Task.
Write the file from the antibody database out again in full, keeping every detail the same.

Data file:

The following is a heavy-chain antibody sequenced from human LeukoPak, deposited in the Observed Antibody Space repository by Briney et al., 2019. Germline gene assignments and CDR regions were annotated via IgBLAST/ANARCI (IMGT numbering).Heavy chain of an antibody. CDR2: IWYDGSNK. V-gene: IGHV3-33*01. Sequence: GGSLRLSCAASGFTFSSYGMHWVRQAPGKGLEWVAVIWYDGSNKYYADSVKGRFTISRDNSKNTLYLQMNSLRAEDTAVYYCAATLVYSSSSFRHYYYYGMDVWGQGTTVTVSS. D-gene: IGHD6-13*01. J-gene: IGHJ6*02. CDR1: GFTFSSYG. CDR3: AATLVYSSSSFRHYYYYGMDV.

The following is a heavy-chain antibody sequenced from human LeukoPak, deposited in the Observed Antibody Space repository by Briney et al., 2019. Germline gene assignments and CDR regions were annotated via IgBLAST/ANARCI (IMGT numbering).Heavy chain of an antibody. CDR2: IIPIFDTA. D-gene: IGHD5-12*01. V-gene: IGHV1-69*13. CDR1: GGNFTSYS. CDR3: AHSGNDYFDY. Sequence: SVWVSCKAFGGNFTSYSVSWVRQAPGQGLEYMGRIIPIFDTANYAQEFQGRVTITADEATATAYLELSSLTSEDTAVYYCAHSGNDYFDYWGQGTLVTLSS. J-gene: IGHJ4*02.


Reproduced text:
The following is a heavy-chain antibody sequenced from human LeukoPak, deposited in the Observed Antibody Space repository by Briney et al., 2019. Germline gene assignments and CDR regions were annotated via IgBLAST/ANARCI (IMGT numbering).Heavy chain of an antibody. CDR2: IWYDGSNK. V-gene: IGHV3-33*01. Sequence: GGSLRLSCAASGFTFSSYGMHWVRQAPGKGLEWVAVIWYDGSNKYYADSVKGRFTISRDNSKNTLYLQMNSLRAEDTAVYYCAATLVYSSSSFRHYYYYGMDVWGQGTTVTVSS. D-gene: IGHD6-13*01. J-gene: IGHJ6*02. CDR1: GFTFSSYG. CDR3: AATLVYSSSSFRHYYYYGMDV.

The following is a heavy-chain antibody sequenced from human LeukoPak, deposited in the Observed Antibody Space repository by Briney et al., 2019. Germline gene assignments and CDR regions were annotated via IgBLAST/ANARCI (IMGT numbering).Heavy chain of an antibody. CDR2: IIPIFDTA. D-gene: IGHD5-12*01. V-gene: IGHV1-69*13. CDR1: GGNFTSYS. CDR3: AHSGNDYFDY. Sequence: SVWVSCKAFGGNFTSYSVSWVRQAPGQGLEYMGRIIPIFDTANYAQEFQGRVTITADEATATAYLELSSLTSEDTAVYYCAHSGNDYFDYWGQGTLVTLSS. J-gene: IGHJ4*02.